Procedure uses woman’s own tissue; results in fewer complications, natural feeling breasts
With her trim figure, radiant smile and buoyant personality, Susanne Babcock, 54, of Grosse Pointe Woods is the picture of health.
Most people would never guess she was diagnosed with an aggressive form of breast cancer in 2012. Then, following a double mastectomy, was plagued with one significant medical setback after another.
Complications included two infections, both of which nearly claimed her newly reconstructed breasts, and acute pain caused by a detached implant. She also developed tongue cancer, related to radiation and chemotherapy treatment, and needed painful surgery to have the cancer removed.
Babcock’s fortune started to change with a referral to Beaumont Health reconstructive and microvascular surgeon, Kongkrit Chaiyasate, M.D., in 2017.
“I was fully prepared to go flat-chested,” recalled Babcock, a special education, paraprofessional. “But Dr. Chaiyasate and his wonderful, welcoming team, encouraged me to consider DIEP flap reconstruction.”
Deep inferior epigastric perforator artery, or DIEP flap, uses a women’s own tissue, typically from the abdomen, to reconstruct the breasts.
Dr. Chaiyasate and his partner, Lauren Oliver, M.D., are among a handful of surgeons in Michigan, performing the advanced procedure which requires connecting tiny arteries throughout the skin and tissue. Dr. Chaiyasate plans to add a third surgeon to his practice with similar capabilities in April.
“It’s extremely important for some women to feel ‘whole’ again after breast cancer,” Dr. Chaiyasate said. “I think DIEP flap is the best way to get the most natural looking and feeling result so they can put that stage of life behind them and move on.”
In addition to training in plastic surgery, surgeons must get an additional year of microvascular surgery training before they can perform DIEP Flap.
“Because so few surgeons are able to do this reconstruction, a lot of patients don’t realize it’s available,” Dr. Chaiyasate said. “I wish all breast cancer patients considering reconstruction were aware of this option.”
Recovery from DIEP flap is six weeks, compared to one or two weeks for traditional reconstructive breast surgery, and requires a second surgery six months later. But, patients like Babcock say benefits such as significantly reduced complications, lifelong reconstruction and soft, natural feeling breasts are worth the extra recovery time.
“Even after meeting with Dr. Chaiyasate, I still wasn’t convinced,” Babcock admitted. “The waiting list was nine to twelve months. But then, his office called and said they had an unexpected opening in three weeks, which never happens. It felt like divine intervention.”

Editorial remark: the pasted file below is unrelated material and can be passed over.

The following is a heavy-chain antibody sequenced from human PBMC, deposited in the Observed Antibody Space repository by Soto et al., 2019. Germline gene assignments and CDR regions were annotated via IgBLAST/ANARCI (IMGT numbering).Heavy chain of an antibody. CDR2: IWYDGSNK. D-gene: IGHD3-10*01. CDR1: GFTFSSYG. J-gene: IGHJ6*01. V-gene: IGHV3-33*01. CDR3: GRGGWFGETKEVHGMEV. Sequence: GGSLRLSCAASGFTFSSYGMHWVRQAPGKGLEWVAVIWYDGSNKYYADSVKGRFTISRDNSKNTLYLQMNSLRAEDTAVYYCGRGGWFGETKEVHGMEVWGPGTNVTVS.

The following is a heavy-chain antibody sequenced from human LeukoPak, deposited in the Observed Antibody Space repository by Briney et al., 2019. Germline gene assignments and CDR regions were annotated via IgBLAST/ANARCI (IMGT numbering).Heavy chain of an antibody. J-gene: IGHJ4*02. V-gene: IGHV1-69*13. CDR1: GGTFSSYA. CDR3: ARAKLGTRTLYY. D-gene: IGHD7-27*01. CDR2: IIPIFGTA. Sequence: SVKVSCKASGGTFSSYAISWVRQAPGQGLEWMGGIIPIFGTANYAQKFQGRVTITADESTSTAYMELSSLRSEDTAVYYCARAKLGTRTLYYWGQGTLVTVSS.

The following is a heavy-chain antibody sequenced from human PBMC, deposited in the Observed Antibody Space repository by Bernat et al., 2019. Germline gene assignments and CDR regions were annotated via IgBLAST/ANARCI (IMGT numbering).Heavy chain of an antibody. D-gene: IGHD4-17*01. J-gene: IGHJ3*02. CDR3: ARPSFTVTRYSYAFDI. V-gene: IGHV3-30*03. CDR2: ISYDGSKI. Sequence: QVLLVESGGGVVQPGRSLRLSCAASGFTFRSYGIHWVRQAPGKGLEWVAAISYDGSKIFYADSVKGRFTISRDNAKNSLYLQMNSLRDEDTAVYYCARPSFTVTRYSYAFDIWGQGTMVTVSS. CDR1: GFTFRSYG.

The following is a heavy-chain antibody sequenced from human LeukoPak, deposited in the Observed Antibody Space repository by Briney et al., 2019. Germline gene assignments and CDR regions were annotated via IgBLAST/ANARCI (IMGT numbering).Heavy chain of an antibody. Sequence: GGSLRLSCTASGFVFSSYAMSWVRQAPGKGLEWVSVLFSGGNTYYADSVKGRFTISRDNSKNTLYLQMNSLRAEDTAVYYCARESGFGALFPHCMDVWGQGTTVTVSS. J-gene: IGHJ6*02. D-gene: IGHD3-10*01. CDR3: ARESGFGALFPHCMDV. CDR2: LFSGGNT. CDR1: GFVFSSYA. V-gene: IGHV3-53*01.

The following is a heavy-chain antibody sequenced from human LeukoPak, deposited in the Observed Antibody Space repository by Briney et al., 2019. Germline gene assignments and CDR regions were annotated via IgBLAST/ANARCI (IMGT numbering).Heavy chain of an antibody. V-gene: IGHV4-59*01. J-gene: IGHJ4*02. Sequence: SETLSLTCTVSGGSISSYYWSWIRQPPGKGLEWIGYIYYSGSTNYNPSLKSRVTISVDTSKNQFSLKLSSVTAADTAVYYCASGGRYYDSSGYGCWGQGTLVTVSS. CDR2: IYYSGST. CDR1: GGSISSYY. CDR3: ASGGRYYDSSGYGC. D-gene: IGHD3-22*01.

Having intentionally lost 18 pounds leading up to the surgery, Babcock opted to take advantage of another potential DIEP flap benefit – abdomen reduction, which is like a tummy tuck.
The procedure begins with an incision along the bikini line to harvest fat, skin and blood vessels, which are then relocated to the chest to form a new breast or breasts. For patients with little to no excess belly fat, tissue can be removed from the back, buttocks or inner thighs.
“If you gain weight after the surgery, the abdominal fat will come right back,” said Babcock, who added seven more pounds to her total weight loss following reconstruction. “I decided this was a pretty cool opportunity that I couldn’t pass up.”
Increasing physical activity is part of her newfound wellness plan. Babcock does Pilates and works out at a Pure Barre gym near her home five days a week before work. She’s even getting back into tennis and learning to play pickleball.
“I am absolutely thrilled,” Babcock said. “I Iove hugging people and after getting my implants, hugging was weird. They were cold and hard and way too big. I had to go up an extra dress size to fit my breasts. My new breasts are nice. I have a little cleavage and just feel good, both mentally and physically.
On March 3, she marked the second anniversary of her DIEP Flap surgery, by reaching significant new milestones in the gym, including a 90-second plank, and a 90-minute, Pure Barre intensive class. Particularly challenging considering the location of her surgeries.
“It might sound cliché but I feel like I’ve been given a second chance and want to do everything I can to live my best life possible,” she said.